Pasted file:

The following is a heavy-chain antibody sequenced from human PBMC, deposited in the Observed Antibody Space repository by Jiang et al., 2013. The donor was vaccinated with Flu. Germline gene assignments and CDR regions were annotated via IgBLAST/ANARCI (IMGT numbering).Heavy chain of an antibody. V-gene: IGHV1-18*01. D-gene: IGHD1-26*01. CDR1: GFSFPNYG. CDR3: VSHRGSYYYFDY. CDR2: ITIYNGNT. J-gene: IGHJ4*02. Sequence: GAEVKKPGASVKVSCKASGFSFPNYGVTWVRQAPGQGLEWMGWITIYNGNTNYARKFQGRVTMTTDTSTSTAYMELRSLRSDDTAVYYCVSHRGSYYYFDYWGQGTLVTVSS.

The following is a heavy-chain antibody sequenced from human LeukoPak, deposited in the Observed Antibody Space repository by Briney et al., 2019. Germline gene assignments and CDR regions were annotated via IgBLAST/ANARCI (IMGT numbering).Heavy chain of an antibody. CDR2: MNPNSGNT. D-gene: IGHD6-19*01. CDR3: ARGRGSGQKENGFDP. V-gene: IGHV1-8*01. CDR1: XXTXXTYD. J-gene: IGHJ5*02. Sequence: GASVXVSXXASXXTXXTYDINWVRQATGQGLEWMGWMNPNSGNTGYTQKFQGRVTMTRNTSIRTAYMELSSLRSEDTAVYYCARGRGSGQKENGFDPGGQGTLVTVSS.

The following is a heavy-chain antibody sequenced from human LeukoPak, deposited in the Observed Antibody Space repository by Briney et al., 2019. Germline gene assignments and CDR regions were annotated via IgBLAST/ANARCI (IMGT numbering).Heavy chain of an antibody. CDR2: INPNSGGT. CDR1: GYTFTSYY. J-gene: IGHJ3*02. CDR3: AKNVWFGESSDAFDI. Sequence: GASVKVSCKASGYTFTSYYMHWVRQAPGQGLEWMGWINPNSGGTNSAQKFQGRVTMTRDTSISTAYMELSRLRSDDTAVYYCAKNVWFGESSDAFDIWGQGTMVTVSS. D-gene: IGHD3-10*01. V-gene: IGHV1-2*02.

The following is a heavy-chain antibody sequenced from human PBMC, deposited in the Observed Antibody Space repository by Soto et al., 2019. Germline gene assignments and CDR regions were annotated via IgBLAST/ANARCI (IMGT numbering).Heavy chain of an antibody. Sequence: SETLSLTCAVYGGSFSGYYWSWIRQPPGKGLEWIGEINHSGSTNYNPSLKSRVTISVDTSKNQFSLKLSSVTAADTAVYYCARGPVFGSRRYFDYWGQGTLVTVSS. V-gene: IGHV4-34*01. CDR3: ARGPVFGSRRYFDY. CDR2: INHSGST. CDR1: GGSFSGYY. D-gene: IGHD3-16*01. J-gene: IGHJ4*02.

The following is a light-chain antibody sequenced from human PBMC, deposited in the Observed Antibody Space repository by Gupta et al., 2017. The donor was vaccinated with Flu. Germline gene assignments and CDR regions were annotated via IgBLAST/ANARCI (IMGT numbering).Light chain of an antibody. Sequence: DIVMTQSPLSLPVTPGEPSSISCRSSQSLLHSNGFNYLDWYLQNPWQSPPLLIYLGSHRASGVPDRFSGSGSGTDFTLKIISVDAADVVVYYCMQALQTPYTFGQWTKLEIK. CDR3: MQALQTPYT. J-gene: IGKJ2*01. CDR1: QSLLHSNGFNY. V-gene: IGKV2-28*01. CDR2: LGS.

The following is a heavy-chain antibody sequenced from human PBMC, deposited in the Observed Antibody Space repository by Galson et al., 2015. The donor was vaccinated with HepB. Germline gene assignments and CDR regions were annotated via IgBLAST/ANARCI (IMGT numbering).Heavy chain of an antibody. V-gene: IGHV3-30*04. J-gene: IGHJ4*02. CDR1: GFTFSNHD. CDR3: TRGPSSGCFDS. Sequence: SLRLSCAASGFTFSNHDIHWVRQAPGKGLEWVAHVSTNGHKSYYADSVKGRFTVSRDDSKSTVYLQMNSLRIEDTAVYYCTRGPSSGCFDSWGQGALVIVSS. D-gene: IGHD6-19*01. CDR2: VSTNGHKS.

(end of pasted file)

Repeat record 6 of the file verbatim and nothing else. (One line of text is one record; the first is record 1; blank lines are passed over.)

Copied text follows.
The following is a heavy-chain antibody sequenced from human PBMC, deposited in the Observed Antibody Space repository by Galson et al., 2015. The donor was vaccinated with HepB. Germline gene assignments and CDR regions were annotated via IgBLAST/ANARCI (IMGT numbering).Heavy chain of an antibody. V-gene: IGHV3-30*04. J-gene: IGHJ4*02. CDR1: GFTFSNHD. CDR3: TRGPSSGCFDS. Sequence: SLRLSCAASGFTFSNHDIHWVRQAPGKGLEWVAHVSTNGHKSYYADSVKGRFTVSRDDSKSTVYLQMNSLRIEDTAVYYCTRGPSSGCFDSWGQGALVIVSS. D-gene: IGHD6-19*01. CDR2: VSTNGHKS.